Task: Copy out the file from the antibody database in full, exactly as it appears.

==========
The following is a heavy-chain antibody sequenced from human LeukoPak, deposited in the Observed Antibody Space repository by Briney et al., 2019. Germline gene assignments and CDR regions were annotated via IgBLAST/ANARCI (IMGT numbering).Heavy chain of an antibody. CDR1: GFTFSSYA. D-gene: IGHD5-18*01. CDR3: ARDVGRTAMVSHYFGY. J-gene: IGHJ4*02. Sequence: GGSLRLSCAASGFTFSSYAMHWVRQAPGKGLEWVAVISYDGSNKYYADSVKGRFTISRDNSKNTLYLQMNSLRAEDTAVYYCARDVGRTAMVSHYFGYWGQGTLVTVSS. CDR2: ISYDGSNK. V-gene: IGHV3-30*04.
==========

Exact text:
The following is a heavy-chain antibody sequenced from human LeukoPak, deposited in the Observed Antibody Space repository by Briney et al., 2019. Germline gene assignments and CDR regions were annotated via IgBLAST/ANARCI (IMGT numbering).Heavy chain of an antibody. CDR1: GFTFSSYA. D-gene: IGHD5-18*01. CDR3: ARDVGRTAMVSHYFGY. J-gene: IGHJ4*02. Sequence: GGSLRLSCAASGFTFSSYAMHWVRQAPGKGLEWVAVISYDGSNKYYADSVKGRFTISRDNSKNTLYLQMNSLRAEDTAVYYCARDVGRTAMVSHYFGYWGQGTLVTVSS. CDR2: ISYDGSNK. V-gene: IGHV3-30*04.